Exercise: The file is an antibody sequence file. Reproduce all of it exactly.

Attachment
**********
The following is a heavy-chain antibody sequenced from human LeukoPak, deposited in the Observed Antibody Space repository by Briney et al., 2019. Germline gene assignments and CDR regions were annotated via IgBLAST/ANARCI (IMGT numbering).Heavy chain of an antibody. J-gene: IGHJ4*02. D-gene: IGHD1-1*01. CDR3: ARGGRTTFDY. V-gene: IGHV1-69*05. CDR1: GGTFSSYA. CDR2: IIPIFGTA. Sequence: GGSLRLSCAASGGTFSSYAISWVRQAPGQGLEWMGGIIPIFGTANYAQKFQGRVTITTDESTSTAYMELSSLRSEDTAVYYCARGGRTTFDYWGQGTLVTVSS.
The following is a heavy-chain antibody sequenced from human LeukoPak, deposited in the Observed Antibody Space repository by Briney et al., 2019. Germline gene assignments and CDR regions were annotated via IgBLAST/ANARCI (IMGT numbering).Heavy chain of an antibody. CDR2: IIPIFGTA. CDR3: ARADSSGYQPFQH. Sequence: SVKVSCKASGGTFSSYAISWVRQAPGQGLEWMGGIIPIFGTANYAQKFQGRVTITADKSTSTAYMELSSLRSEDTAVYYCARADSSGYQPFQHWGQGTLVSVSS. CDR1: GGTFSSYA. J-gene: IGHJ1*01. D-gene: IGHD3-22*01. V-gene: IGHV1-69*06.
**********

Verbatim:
The following is a heavy-chain antibody sequenced from human LeukoPak, deposited in the Observed Antibody Space repository by Briney et al., 2019. Germline gene assignments and CDR regions were annotated via IgBLAST/ANARCI (IMGT numbering).Heavy chain of an antibody. J-gene: IGHJ4*02. D-gene: IGHD1-1*01. CDR3: ARGGRTTFDY. V-gene: IGHV1-69*05. CDR1: GGTFSSYA. CDR2: IIPIFGTA. Sequence: GGSLRLSCAASGGTFSSYAISWVRQAPGQGLEWMGGIIPIFGTANYAQKFQGRVTITTDESTSTAYMELSSLRSEDTAVYYCARGGRTTFDYWGQGTLVTVSS.
The following is a heavy-chain antibody sequenced from human LeukoPak, deposited in the Observed Antibody Space repository by Briney et al., 2019. Germline gene assignments and CDR regions were annotated via IgBLAST/ANARCI (IMGT numbering).Heavy chain of an antibody. CDR2: IIPIFGTA. CDR3: ARADSSGYQPFQH. Sequence: SVKVSCKASGGTFSSYAISWVRQAPGQGLEWMGGIIPIFGTANYAQKFQGRVTITADKSTSTAYMELSSLRSEDTAVYYCARADSSGYQPFQHWGQGTLVSVSS. CDR1: GGTFSSYA. J-gene: IGHJ1*01. D-gene: IGHD3-22*01. V-gene: IGHV1-69*06.